But now he’s here. Sitting in the big chair on the 22nd floor of One Government Center, and while his proud team seems unsurprised, the Mayor’s humbleness is infectious: “I could easily be characterized as a pointy-headed bookworm…. and pointy-headed bookworms don’t often win elections… but my attitude is to work my hardest and do my best. I would not have been disappointed if I lost this race, I would be disappointed if I didn’t try.”

Fortunately, the Mayor knows how to try— and trying is his primary focus.

When we first spoke to him in 2014, we asked him what inspired him to make Toledo a better place. Four years ago, he said: “There’s a real ability with creativity and vision to create whatever Toledo we want. Enough communities have reinvented themselves with the assets that they have and Toledo can do it too.”

Hearing those words now, the Mayor is both shocked and happy— “Those sentiments have never been more relevant than they are now for Toledo. The future is not given to us or anyone, it has to be earned. We have the ability to create something brand new, and we’re going to try to make sure that happens.”

ANGELA BODAY Executive Director of Harvey House


Executive Director of Harvey House

Why you should know her: Through her work at Harvey House, Angela Boday shows LGBTQ youth that they’re not alone.

Realizing that there’s a lack of assistance for displaced members of the LGBTQ community, Angela Boday took charge in 2014 by creating Harvey House. Through various fund-raising efforts, Boday and her team were able to create a space for LGBTQ youth to develop a sense of security and community. “When we started this project, we were focusing on homeless LGBTQ youth”, says Boday. “We have been contacted by homeless teens or teens that were about to be homeless, and we’ve had to do the best we can to direct them because we’re not in a place to house anyone right now.”

While they are unable to house the kids themselves, there is now a safety net through the Zepf Center. “They have ten beds for kids, but they are the only homeless shelter for youth in Northwest Ohio”, says Boday. “Even (standard) homeless shelters for youth are very lacking in our state, but they’re even more lacking in Northwest Ohio.”

Harvey House is one of the only places in Ohio to offer this kind of assistance. Boday explains, “The only other place like this is in Columbus. We’re the second in the state.”

In March, 2017, Harvey House began their services for kids. “We always said that we would never tell anybody ‘no’. We’re not real strict on that”, says Boday. Since last spring, they have interacted with 75-80 kids between ages 12-19. “This proves to us that there is a need for something like this in our area”, she explains.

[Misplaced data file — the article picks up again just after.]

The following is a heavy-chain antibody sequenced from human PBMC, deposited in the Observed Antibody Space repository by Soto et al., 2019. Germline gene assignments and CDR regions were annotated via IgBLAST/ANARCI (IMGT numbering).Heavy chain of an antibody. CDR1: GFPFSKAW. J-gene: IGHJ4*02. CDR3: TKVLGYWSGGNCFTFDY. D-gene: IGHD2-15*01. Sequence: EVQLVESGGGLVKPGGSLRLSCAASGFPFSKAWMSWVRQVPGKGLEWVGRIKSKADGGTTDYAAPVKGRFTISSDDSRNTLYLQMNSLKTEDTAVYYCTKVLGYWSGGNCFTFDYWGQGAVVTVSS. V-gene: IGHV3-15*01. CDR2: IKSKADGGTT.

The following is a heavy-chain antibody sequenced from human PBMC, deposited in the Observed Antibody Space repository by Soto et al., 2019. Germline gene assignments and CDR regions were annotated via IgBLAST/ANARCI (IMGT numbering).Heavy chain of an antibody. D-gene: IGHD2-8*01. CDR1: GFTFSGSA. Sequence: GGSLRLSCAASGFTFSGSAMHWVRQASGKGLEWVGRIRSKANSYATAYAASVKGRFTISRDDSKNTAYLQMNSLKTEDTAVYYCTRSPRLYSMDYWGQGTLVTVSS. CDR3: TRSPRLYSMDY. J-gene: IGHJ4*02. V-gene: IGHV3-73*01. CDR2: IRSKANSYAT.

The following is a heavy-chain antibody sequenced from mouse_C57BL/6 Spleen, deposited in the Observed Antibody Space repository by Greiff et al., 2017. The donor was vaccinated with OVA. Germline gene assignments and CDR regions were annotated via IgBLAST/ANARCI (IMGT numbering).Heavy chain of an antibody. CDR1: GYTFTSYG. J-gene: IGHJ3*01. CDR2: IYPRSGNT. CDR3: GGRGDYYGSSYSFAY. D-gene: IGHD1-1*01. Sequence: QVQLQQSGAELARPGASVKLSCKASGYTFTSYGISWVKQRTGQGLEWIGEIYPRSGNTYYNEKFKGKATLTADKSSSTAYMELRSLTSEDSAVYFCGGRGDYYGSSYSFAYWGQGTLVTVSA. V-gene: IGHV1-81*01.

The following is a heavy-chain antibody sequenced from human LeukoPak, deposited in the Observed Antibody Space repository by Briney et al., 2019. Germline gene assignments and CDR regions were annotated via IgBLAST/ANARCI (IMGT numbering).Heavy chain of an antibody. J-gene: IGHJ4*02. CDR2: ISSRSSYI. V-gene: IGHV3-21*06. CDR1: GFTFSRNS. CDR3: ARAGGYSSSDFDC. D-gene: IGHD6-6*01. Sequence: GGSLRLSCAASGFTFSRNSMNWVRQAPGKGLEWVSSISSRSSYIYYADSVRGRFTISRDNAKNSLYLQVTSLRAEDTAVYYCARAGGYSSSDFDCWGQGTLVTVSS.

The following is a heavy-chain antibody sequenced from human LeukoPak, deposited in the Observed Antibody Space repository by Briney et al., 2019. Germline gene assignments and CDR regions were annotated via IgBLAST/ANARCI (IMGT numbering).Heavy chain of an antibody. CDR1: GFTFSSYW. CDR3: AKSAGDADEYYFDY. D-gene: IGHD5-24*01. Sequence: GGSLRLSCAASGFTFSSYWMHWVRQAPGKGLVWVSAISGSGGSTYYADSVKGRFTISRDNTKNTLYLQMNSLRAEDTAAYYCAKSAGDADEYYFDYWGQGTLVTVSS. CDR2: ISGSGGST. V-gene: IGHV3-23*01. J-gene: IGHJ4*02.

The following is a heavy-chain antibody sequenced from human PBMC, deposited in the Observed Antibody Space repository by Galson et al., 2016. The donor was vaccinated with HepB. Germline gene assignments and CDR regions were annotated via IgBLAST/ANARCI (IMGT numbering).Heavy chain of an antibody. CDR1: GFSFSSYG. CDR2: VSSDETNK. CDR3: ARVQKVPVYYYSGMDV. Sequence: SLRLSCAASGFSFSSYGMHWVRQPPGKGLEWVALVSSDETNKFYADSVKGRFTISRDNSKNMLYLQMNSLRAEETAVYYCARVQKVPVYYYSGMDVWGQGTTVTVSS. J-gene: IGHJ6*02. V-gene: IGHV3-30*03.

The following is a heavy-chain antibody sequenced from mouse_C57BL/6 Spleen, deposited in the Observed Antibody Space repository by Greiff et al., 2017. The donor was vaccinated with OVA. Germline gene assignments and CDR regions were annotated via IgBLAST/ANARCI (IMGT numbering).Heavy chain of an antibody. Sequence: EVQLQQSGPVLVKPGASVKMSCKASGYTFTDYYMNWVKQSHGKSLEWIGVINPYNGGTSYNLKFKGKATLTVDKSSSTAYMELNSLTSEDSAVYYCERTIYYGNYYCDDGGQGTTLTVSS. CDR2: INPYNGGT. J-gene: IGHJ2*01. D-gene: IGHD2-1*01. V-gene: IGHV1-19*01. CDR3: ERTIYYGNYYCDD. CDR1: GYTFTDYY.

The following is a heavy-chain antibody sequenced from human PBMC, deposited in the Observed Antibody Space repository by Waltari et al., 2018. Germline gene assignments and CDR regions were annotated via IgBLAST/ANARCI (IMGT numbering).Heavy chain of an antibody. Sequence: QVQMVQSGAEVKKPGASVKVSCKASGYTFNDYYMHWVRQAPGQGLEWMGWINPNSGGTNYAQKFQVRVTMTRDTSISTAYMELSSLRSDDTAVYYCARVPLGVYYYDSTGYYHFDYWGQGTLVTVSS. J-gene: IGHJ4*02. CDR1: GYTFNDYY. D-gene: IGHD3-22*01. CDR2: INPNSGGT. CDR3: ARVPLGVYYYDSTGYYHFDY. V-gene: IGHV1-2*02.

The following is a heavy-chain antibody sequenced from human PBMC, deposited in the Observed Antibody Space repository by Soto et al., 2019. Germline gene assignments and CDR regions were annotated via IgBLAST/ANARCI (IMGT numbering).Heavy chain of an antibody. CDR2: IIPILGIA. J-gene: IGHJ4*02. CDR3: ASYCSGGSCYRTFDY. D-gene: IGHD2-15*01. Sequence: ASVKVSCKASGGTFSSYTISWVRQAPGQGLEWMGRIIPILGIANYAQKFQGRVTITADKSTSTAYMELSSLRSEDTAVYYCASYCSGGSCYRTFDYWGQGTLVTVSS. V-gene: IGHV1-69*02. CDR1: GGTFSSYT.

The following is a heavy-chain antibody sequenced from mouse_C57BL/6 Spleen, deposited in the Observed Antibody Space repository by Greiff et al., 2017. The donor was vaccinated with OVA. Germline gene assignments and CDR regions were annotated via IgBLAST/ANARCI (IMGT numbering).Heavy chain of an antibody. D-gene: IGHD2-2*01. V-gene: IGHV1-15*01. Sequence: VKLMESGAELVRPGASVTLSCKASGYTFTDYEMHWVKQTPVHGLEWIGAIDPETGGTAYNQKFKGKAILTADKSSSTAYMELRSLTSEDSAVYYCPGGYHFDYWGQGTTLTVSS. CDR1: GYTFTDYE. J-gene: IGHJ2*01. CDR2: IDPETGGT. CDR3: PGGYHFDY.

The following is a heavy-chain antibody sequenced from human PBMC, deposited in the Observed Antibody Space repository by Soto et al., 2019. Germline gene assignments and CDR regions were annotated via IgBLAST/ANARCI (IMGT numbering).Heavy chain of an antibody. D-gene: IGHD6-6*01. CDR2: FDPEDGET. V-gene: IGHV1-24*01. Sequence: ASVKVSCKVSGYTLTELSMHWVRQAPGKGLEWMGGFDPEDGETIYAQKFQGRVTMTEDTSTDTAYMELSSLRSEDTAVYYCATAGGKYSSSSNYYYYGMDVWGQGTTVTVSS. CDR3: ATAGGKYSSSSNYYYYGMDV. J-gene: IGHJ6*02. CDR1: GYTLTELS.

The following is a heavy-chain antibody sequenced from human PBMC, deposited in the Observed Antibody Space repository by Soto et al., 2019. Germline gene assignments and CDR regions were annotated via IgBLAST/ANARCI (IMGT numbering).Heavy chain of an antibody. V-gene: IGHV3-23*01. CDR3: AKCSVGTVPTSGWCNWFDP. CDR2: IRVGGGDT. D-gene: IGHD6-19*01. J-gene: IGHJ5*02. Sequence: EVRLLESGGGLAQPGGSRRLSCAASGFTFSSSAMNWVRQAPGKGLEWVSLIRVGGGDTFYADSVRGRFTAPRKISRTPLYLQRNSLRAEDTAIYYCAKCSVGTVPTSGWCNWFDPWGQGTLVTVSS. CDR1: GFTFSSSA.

Sometimes it’s as simple as needing someone to talk to.
“We talk to at least one new kid a week”, says Boday. “Even if we never meet them, we have kids reaching out to us through text message and instagram. Many are just looking for advice or to get a feel for what we’re about.”

Other kids regularly attend group sessions or events and have found a place to thrive in an environment where they can feel accepted for who they are. “Most of these kids, when they started coming here, didn’t know each other at all, but they have since built their own Harvey House family”, says Boday.

— Michael Pierce

VERALUCIA MENDOZA Immigration rights activist


Immigration rights activist

Why you should know her: An advocate for undocumented immigrants, Vera is building a platform to help others speak out

You may have seen Veralucia. She’s all over Toledo, frequenting local restaurants and community events. Her thick glasses, short crop of curly black hair, and huge smile are hard to miss. And though many people know her, few know that she spent much of her life as a undocumented immigrant.

After moving from Peru when she was eight years old, her family’s visas expired. Out of safety concerns, she learned to keep quiet about her status. Then in 2013, when the Blade sought to do a story on immigrants with college aspirations, she was the only one willing to be profiled publicly. The vitriol that story inspired moved Veralucia to become an activist.

“It was the comments – the hate spewed at me that sort of pushed me to do more. I was determined to change the narrative, and I was determined to help change policy,” she explained. “I hate when people tell me to go home. I am home.”

Veralucia has become a vocal advocate for the undocumented, acting as a voice for those who often cannot speak up. Willing to risk backlash with the hope of building bridges, she has “outed” herself in public forums like TEDxToledo and Spoken Toledo. She also helps undocumented individuals navigate public services which can be dangerous due to their status – including law enforcement.

“Police Chief Kral has stated publicly that officers will not contact ICE [immigration authorities]. But I know for a fact that they are, because people who have been stopped for routine traffic get deported a few weeks later.”

She has plenty of walk to match her talk. In 2015, she worked at the Farm Labor Organizing Committee, helping migrant farmworkers. In 2016, she helped organize a pro-immigration rally that drew hundreds outside of a Donald Trump appearance at the Huntington Center. In 2017, she joined the board of Equality Toledo, representing LGBT immigrants who face multiple layers of discrimination.

This year, she plans to provide a safe space for the undocumented through the media. Her latest role is as the elected Chair of the Board of We Act Radio, WAKT – a new community radio station that broadcasts on 106.1FM. She hopes to create a media outlet that will discuss the undocumented on fair terms – and offer them a safe place to share their stories.

—Sean Nestor